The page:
Sedation for children undergoing magnetic resonance imaging: Efficacy and safety of rectal thiopental
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The need to reappraise sedation policy is dictated by newer noninvasive imaging modalities. In this study we evaluate the safety and efficacy of rectally-administered thiopental in children undergoing MRI. Eighty-three consecutive patients with congenital heart disease (mean age 2.9 years, SD 2.5) undergoing MRI evaluation of the heart were given thiopental (2.5–50 mg/kg, 700 mg max) per rectum. In order to prevent leakage, a female urinary catheter was used. In 79 patients (95.2%) successful sedation was achieved and adequate MR imaging could be obtained. In 4 patients (4.8%) the sedation was inadequate. Respiratory depression was not encountered in any of the patients. The presence of cyanotic congenital heart disease in 26 patients had no influence on the safety and efficacy of thiopental. All successfully sedated children were asleep within 30 min and adequate sedation was maintained for at least 45 min. All patients could be aroused within 90 min, and sent home thereafter. Minor side-effects occurred in two patients.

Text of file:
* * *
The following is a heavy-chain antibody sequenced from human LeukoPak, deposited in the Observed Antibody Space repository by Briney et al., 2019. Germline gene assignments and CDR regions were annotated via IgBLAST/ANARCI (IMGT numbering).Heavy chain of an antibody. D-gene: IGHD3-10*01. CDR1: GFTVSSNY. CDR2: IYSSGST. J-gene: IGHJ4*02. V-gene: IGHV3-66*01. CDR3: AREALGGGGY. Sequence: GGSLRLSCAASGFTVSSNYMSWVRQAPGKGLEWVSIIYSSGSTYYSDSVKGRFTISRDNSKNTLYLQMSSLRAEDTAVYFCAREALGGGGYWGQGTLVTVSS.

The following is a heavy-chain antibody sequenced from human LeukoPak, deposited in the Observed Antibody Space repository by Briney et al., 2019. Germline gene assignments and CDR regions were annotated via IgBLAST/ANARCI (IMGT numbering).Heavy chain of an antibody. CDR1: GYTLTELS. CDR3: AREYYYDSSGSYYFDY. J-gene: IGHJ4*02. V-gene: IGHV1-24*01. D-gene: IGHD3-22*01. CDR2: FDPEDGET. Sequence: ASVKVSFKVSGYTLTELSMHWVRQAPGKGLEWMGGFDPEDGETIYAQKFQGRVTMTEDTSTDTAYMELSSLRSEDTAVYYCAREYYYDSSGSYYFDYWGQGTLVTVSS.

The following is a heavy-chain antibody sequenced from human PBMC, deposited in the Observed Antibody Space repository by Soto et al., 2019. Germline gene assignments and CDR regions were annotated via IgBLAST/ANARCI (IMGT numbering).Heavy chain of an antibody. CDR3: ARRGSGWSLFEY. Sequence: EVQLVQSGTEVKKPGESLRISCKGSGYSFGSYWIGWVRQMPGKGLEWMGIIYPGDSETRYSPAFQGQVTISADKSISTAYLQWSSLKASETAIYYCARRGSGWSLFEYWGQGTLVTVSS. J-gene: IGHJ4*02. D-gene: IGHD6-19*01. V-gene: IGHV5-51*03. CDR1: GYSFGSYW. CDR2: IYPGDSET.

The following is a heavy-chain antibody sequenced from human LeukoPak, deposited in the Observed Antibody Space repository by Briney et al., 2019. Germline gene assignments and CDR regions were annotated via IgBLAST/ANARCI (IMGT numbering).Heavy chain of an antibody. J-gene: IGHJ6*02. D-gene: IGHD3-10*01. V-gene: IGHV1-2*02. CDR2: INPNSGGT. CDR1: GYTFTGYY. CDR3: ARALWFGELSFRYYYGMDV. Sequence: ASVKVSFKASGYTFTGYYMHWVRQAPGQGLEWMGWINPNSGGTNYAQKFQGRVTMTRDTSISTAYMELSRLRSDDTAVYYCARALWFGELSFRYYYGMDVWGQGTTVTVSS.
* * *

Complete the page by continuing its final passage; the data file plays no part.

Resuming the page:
Rectally-administered thiopental is a safe and effective sedative drug with a duration of action tailored to performing MRI.
KeywordsMagnetic Resonance Imaging Catheter Heart Disease Imaging Modality Congenital Heart Disease
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